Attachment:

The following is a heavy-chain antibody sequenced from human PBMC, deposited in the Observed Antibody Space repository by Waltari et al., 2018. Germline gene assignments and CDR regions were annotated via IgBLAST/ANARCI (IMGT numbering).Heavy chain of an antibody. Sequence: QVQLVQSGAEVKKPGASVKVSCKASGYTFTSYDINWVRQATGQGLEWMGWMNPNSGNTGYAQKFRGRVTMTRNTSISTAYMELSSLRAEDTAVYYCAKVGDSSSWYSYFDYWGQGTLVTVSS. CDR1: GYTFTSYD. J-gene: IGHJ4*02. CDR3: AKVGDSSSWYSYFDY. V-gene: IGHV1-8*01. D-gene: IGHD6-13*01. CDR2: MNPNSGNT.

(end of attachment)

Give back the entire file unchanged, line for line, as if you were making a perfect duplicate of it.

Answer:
The following is a heavy-chain antibody sequenced from human PBMC, deposited in the Observed Antibody Space repository by Waltari et al., 2018. Germline gene assignments and CDR regions were annotated via IgBLAST/ANARCI (IMGT numbering).Heavy chain of an antibody. Sequence: QVQLVQSGAEVKKPGASVKVSCKASGYTFTSYDINWVRQATGQGLEWMGWMNPNSGNTGYAQKFRGRVTMTRNTSISTAYMELSSLRAEDTAVYYCAKVGDSSSWYSYFDYWGQGTLVTVSS. CDR1: GYTFTSYD. J-gene: IGHJ4*02. CDR3: AKVGDSSSWYSYFDY. V-gene: IGHV1-8*01. D-gene: IGHD6-13*01. CDR2: MNPNSGNT.